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Almost 285 million people suffer from diabetes around the world. It is a major cause of premature illness and mortality. Its complications can be prevented by early diagnosis and treatment. A study has found muffins to be useful in the diabetes diagnosis.

Muffin Test Found to be at par with Oral Glucose Tolerance Test for Diagnosing Diabetes

Until now, physicians used to ask the patients to drink a glucose rich beverage and estimate the blood glucose levels two hours after it. This oral glucose tolerance test was helpful in diagnosing impaired glucose tolerance. But many of the patients do not like the taste of the sugary drink or report stomach problems after consuming it.

However now, patients may munch on their favorite muffins rather than drinking that sugary solution, as a new research has found the muffin test to be at par with oral glucose tolerance test for diagnosing diabetes.


The new research, which has been published in the latest edition of “Menopause- the Journal of the North American Menopause Society”, has found that instead of drinking the glucose rich beverage, eating a muffin also serves the same purpose. The patients can choose the flavor of the muffin according to their liking. It is far more palatable and is equally good for diagnosing diabetes.

The research, led by Michael L. Traub from the Albert Einstein College of Medicine, Bronx, New York, was a cross sectional study involving 73 post menopausal women between the ages of 42 to 58 years. After the fasting blood sample was drawn, the women were given a muffin to eat. 12 of the participants were given the standard glucose solution. Plasma glucose levels were estimated after two hours. The researchers found that muffin test was comparable to oral glucose tolerance test in sensitivity and specificity.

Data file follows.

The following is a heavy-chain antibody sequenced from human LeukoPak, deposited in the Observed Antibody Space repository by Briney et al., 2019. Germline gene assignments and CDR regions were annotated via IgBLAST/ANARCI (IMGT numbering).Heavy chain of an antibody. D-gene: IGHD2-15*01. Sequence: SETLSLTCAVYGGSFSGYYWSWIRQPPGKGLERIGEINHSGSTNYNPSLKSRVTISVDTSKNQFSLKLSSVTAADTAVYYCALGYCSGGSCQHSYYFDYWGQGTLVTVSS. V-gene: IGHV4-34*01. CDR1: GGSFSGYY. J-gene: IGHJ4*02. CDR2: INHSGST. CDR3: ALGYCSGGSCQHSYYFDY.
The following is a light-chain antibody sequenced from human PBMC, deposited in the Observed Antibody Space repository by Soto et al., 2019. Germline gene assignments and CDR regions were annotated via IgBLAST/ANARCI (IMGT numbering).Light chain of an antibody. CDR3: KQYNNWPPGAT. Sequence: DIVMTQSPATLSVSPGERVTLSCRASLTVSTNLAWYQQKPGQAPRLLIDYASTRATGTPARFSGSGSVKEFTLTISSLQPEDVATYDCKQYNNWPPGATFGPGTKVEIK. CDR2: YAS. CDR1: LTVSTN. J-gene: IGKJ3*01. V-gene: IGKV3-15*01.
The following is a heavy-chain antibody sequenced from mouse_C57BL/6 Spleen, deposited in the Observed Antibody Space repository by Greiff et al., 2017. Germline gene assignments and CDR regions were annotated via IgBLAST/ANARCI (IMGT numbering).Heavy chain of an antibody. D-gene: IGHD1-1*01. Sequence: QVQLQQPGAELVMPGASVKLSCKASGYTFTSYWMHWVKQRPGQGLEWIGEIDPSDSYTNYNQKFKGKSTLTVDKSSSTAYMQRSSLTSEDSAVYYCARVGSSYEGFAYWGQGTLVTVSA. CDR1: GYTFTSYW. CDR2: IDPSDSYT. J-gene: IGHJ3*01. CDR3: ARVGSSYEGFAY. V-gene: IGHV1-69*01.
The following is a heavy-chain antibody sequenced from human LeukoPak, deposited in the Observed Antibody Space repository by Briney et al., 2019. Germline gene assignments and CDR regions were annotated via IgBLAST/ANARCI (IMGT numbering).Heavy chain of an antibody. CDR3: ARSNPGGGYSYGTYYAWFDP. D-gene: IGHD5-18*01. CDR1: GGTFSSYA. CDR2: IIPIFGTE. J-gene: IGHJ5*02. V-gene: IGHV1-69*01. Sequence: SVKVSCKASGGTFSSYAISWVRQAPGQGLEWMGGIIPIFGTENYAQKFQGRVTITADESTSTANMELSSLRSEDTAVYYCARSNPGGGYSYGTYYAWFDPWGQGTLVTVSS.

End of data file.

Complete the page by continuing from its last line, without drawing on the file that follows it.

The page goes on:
Testing Fasting Plasma Glucose Alone is not Sufficient to Diagnose All Cases of Diabetes

The above mentioned study also brought to light the fact that testing fasting plasma glucose alone is not sufficient to diagnose all cases of diabetes. 63% of the cases of diabetes would have been missed in this study itself, had the researchers relied only on fasting plasma glucose levels.

Although the researchers of this study found that muffins can replace oral glucose solution to diagnose impaired glucose tolerance, yet they have acknowledged the fact that the number of participants in the study was too small. Larger studies will have to be carried out in order to validate the findings of this study.


Not every doctor is enthused with the results of the study. According to the critics of the study, one can never be sure of the results as the quality of muffins varies from place to place. While giving a patient an oral glucose beverage, the doctor is sure about the quantity of glucose that has been administered.  The composition of the oral beverage to be used for testing glucose tolerance has been standardized and is the same wherever one may go. However, this is not feasible with muffins. Moreover, the shelf life of the glucose beverage is longer.

The important point which one cannot afford to miss is to detect more and more cases of diabetes in their early stages, rather than diagnosing diabetes through the associated complications. Whether is it done using oral glucose solution or through a muffin test is secondary.

  • “The "muffin test"-an alternative to the oral glucose tolerance test for detecting impaired glucose tolerance”, by Michael L. Traub et al, Menopause- the Journal of the North American Menopause Society, published online September 19, 2001, accessed on November 1, 2011. Retrieved from http://journals.lww.com/menopausejournal/pages/articleviewer.aspx?year=9000&issue=00000&article=98946&type=abstract
  • “Can a muffin help doctors diagnose diabetes?” by Genevra Pittman, Reuters, published on October 26, 2011, accessed on November 1, 2011. Retrieved from http://www.reuters.com/article/2011/10/26/us-muffin-diabetes-idUSTRE79P81R20111026?feedType=RSS&feedName=healthNews&utm_source=feedburner&utm_medium=feed&utm_campaign=Feed%3A+reuters%2FhealthNews+%28News+%2F+US+%2F+Health+News%29
  • Photo courtesy of etringita on Flickr: www.flickr.com/photos/etringita/5803517446